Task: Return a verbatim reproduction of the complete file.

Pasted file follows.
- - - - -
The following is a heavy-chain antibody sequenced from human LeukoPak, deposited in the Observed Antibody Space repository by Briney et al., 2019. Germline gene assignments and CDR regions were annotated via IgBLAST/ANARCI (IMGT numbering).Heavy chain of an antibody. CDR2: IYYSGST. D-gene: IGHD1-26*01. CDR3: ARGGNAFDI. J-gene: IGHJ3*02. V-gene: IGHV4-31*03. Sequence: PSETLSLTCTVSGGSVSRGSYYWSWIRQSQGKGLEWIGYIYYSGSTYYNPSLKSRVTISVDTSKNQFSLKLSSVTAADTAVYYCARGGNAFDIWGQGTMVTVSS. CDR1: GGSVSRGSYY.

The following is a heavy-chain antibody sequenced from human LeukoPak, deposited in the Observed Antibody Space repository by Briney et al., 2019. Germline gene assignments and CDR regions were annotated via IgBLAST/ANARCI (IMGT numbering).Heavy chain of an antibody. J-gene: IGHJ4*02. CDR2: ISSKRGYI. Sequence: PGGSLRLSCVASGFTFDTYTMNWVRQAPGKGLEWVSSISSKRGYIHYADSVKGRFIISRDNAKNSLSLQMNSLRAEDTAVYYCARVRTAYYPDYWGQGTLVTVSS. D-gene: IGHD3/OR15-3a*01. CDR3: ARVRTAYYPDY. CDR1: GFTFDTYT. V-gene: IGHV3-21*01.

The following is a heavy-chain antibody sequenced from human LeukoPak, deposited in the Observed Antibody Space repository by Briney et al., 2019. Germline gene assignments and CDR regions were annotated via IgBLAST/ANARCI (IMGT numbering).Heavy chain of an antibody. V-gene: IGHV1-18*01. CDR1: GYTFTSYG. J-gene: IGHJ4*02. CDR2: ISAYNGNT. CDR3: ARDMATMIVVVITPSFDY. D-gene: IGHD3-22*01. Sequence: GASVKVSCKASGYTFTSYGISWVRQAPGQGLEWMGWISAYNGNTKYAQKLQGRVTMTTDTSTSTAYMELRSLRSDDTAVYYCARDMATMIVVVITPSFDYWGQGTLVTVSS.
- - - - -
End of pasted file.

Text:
The following is a heavy-chain antibody sequenced from human LeukoPak, deposited in the Observed Antibody Space repository by Briney et al., 2019. Germline gene assignments and CDR regions were annotated via IgBLAST/ANARCI (IMGT numbering).Heavy chain of an antibody. CDR2: IYYSGST. D-gene: IGHD1-26*01. CDR3: ARGGNAFDI. J-gene: IGHJ3*02. V-gene: IGHV4-31*03. Sequence: PSETLSLTCTVSGGSVSRGSYYWSWIRQSQGKGLEWIGYIYYSGSTYYNPSLKSRVTISVDTSKNQFSLKLSSVTAADTAVYYCARGGNAFDIWGQGTMVTVSS. CDR1: GGSVSRGSYY.

The following is a heavy-chain antibody sequenced from human LeukoPak, deposited in the Observed Antibody Space repository by Briney et al., 2019. Germline gene assignments and CDR regions were annotated via IgBLAST/ANARCI (IMGT numbering).Heavy chain of an antibody. J-gene: IGHJ4*02. CDR2: ISSKRGYI. Sequence: PGGSLRLSCVASGFTFDTYTMNWVRQAPGKGLEWVSSISSKRGYIHYADSVKGRFIISRDNAKNSLSLQMNSLRAEDTAVYYCARVRTAYYPDYWGQGTLVTVSS. D-gene: IGHD3/OR15-3a*01. CDR3: ARVRTAYYPDY. CDR1: GFTFDTYT. V-gene: IGHV3-21*01.

The following is a heavy-chain antibody sequenced from human LeukoPak, deposited in the Observed Antibody Space repository by Briney et al., 2019. Germline gene assignments and CDR regions were annotated via IgBLAST/ANARCI (IMGT numbering).Heavy chain of an antibody. V-gene: IGHV1-18*01. CDR1: GYTFTSYG. J-gene: IGHJ4*02. CDR2: ISAYNGNT. CDR3: ARDMATMIVVVITPSFDY. D-gene: IGHD3-22*01. Sequence: GASVKVSCKASGYTFTSYGISWVRQAPGQGLEWMGWISAYNGNTKYAQKLQGRVTMTTDTSTSTAYMELRSLRSDDTAVYYCARDMATMIVVVITPSFDYWGQGTLVTVSS.